Those arrested on Saturday were from the Muttahida Majlis-e-Amal (MMA), a six-party alliance which favours Taliban-style fundamentalist laws and which banned male coaches from training female athletes in North West Frontier Province in 2003.

  

Police spokesman Nayab Haider  Naqvi said: "More than 100 MMA workers and activists including students have been arrested by Lahore police for attacking and injuring policemen."

  

The MMA, which has vowed to disrupt Sunday's marathon in Lahore if women take part, disputed the police figures and said more than 1000 workers had been arrested.

  

Amirul Azeem, the MMA's Lahore chief said: "So far police have arrested more than 1000 MMA workers from Lahore and different cities of Punjab province.

  

"The government is trying to stop our protest over the mixed marathon race."

 

Protest prevented

  

Azeem said that police had stopped the group from holding a "peaceful" protest on Friday against the event and had arrested more than 200 activists from outside a main Lahore mosque.

  

Government not to bar women
from running in the marathon

Police had also surrounded the Lahore headquarters of Pakistan's largest religious party, Jamaat-i-Islami, to restrict the movement of its workers and leaders, he said.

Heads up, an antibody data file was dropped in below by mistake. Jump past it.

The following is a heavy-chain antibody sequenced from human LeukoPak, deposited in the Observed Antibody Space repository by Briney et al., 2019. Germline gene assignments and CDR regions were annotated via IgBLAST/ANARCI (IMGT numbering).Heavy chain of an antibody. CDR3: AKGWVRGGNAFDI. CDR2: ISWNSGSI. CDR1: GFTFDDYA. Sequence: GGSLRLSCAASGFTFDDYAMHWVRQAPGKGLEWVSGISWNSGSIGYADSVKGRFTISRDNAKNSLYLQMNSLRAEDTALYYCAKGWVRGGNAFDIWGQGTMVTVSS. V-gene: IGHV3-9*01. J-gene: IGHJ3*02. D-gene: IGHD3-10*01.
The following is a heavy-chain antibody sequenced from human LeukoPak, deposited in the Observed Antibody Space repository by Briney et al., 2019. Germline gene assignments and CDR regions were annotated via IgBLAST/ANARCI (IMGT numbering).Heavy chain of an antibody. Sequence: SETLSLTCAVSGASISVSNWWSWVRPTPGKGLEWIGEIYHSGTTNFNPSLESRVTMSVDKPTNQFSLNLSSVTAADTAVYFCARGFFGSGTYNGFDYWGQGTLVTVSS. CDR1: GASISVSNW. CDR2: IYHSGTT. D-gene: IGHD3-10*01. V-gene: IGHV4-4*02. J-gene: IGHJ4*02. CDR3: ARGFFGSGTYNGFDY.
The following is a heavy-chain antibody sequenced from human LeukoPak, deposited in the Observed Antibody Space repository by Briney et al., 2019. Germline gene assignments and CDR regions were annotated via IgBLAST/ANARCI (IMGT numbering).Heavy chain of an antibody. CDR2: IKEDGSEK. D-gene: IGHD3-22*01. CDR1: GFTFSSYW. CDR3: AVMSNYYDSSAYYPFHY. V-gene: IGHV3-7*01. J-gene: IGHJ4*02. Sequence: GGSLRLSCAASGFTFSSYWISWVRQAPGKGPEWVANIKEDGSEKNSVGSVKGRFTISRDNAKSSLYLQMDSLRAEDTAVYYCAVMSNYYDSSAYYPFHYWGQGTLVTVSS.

Liaquat Baloch, the MMA spokesman, demanded the immediate release of all their workers and vowed their protest would continue.

  

Baloch said: "We demand the immediate release of all MMA workers and office bearers. We will continue our protest over the mixed marathon race."

 

Meanwhile, the government said it would not bar women from taking part in the race and had deployed extra policemen to beef up security.

  

Amir Mehmood, the Mayor of Lahore, said: "Necessary arrangements have been finalized for the marathon. The government has deputised more than 5000 policemen to protect participants of the race."  

  

Warning

 

He said: "If anyone tried to create any obstruction in the way of race, he or she will be tried under anti-terrorism law."

  

"This race will show to the world the soft image of Pakistan, those who do not like to participate in the marathon race should not join it" 

Pervez Illahi,
Chief Minister of Punjab

Pervez Illahi, the Chief Minister of Punjab, said the government would deal with those who stood in the way of the mixed marathon with "iron hands."

  

Illahi said: "This race will show to the world the soft image of Pakistan, those who do not like to participate in the marathon race should not join it."  

  

Riots erupted in the central city of Gujranwala in April last year after police stopped armed activists from disrupting a mini-marathon involving women competitors.

  

Pakistan has recently tried to open up sports to women with the creation of female cricket and hockey teams, although only family members are allowed to watch their matches.

  

Rubab Raza, 14, was the country's first female swimmer to dive in an Olympic pool at the 2004 Athens Games.